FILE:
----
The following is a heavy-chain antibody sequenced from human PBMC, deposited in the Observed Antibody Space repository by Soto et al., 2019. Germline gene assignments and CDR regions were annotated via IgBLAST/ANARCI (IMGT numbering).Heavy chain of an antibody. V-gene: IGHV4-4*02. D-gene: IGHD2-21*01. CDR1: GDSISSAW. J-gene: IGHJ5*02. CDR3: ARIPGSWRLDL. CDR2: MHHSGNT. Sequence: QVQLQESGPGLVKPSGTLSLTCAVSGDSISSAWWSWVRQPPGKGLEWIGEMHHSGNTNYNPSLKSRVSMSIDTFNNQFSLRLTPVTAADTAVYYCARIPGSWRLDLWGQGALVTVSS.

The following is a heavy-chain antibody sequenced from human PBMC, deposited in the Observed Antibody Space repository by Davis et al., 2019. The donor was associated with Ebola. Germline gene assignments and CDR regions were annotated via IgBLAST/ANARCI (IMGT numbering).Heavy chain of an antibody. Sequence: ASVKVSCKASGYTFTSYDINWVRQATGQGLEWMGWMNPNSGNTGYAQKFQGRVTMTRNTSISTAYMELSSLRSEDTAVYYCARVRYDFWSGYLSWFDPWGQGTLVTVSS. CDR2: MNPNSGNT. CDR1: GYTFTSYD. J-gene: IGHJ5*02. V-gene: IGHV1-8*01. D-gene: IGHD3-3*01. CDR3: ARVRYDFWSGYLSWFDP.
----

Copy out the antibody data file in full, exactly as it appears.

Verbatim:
The following is a heavy-chain antibody sequenced from human PBMC, deposited in the Observed Antibody Space repository by Soto et al., 2019. Germline gene assignments and CDR regions were annotated via IgBLAST/ANARCI (IMGT numbering).Heavy chain of an antibody. V-gene: IGHV4-4*02. D-gene: IGHD2-21*01. CDR1: GDSISSAW. J-gene: IGHJ5*02. CDR3: ARIPGSWRLDL. CDR2: MHHSGNT. Sequence: QVQLQESGPGLVKPSGTLSLTCAVSGDSISSAWWSWVRQPPGKGLEWIGEMHHSGNTNYNPSLKSRVSMSIDTFNNQFSLRLTPVTAADTAVYYCARIPGSWRLDLWGQGALVTVSS.

The following is a heavy-chain antibody sequenced from human PBMC, deposited in the Observed Antibody Space repository by Davis et al., 2019. The donor was associated with Ebola. Germline gene assignments and CDR regions were annotated via IgBLAST/ANARCI (IMGT numbering).Heavy chain of an antibody. Sequence: ASVKVSCKASGYTFTSYDINWVRQATGQGLEWMGWMNPNSGNTGYAQKFQGRVTMTRNTSISTAYMELSSLRSEDTAVYYCARVRYDFWSGYLSWFDPWGQGTLVTVSS. CDR2: MNPNSGNT. CDR1: GYTFTSYD. J-gene: IGHJ5*02. V-gene: IGHV1-8*01. D-gene: IGHD3-3*01. CDR3: ARVRYDFWSGYLSWFDP.